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When John Kinsella was just 9 years old, his summer league coach told his parents that by the time he was 15 he would be one of the greatest freestylers in the world. At 16, Kinsella won a silver medal in the 1500 (behind Mike Burton of America) at the 1968 Mexico City Olympics.

John Kinsella came directly from Doc Counsilman’s coaching tree. He grew up in Hinsdale, Illinois swimming for legendary coach Don Watson. Watson swam at the University of Iowa when Doc Counsilman was the Assistant Coach and went on to coach under him at Indiana before turning Hinsdale McDonald’s Swim Club into water monster. Kinsella went on to swim for Doc at Indiana alongside Mark Spitz, Gary Hall Sr., and Fred Tyler. 

“He enjoyed the work. Many distance swimmers aren’t willing to pay the price it takes to get to the Olympics. John was. I don`t know if I had any athlete who worked as hard as John. He was able to take a tremendous amount of work.” – Don Watson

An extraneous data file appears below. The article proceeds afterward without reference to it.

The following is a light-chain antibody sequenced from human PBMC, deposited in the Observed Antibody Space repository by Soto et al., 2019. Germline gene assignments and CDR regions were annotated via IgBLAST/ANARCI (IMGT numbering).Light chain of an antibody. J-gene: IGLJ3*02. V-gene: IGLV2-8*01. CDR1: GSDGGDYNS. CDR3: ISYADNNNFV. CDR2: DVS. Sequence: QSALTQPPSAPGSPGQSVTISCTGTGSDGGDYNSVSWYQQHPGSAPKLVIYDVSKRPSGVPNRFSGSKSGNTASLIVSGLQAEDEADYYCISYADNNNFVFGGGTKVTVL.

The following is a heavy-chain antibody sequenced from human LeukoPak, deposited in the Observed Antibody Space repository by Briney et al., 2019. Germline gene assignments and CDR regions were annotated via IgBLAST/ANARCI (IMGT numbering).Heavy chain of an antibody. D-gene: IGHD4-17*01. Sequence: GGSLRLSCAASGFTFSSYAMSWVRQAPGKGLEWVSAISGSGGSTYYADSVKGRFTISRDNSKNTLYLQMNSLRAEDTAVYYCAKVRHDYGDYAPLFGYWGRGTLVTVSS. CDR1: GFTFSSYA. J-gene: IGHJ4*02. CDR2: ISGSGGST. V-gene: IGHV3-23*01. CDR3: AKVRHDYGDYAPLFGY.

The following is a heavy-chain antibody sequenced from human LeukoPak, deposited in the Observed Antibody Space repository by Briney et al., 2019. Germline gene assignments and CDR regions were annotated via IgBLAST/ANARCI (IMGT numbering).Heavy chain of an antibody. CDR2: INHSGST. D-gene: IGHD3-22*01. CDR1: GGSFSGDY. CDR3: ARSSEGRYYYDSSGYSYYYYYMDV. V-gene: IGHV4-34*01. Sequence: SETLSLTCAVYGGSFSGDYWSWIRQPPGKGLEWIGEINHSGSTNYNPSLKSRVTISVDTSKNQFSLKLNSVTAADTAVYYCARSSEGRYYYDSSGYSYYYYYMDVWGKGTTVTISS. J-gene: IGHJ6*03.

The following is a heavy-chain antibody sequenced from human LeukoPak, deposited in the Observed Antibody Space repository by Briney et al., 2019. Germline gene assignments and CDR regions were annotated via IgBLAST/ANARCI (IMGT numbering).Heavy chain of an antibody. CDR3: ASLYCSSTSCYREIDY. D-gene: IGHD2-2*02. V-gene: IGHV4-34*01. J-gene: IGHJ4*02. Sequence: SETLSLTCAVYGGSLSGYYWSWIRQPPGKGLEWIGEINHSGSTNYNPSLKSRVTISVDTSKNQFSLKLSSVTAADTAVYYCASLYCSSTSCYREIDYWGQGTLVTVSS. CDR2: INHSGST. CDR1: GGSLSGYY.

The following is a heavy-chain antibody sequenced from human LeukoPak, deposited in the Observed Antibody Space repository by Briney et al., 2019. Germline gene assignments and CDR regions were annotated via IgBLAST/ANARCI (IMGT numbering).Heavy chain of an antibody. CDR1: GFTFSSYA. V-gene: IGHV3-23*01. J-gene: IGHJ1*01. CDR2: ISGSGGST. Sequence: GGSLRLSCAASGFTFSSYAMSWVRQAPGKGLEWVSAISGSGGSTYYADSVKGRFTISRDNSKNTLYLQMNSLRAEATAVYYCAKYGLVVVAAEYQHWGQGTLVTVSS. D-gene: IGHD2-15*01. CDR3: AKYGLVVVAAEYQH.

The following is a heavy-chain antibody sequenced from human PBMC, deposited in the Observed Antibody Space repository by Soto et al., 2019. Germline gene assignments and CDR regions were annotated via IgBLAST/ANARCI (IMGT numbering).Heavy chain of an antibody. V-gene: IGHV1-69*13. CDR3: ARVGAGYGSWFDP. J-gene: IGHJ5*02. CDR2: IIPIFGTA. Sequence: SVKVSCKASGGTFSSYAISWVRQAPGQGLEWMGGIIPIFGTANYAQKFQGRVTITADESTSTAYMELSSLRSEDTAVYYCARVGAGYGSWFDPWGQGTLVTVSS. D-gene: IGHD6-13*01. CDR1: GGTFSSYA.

Known as, “The Machine“, Kinsella crushed it all: the 1968 Olympics, high school, college, AAU, the 1972 Olympics, open water, and professional marathon swimming. He won the prestigious Sullivan Award in 1970 for the country’s top amateur athlete and never lost a marathon in his entire professional career. What a freak.

At the 1972 Munich games, Kinsella won gold on the 800 Free Relay along with Fred Tyler, Spitz, and ‘One Lung’ Genter. Fred Tyler is the only member of that relay not to have signed The Swimming of Science.

The Machine John Kinsella with Doc Counsilman

John Kinsella Doc Counsilman Pace Clock

   OfficiatingSwimming.com       Courtesy of Indiana                       University

 

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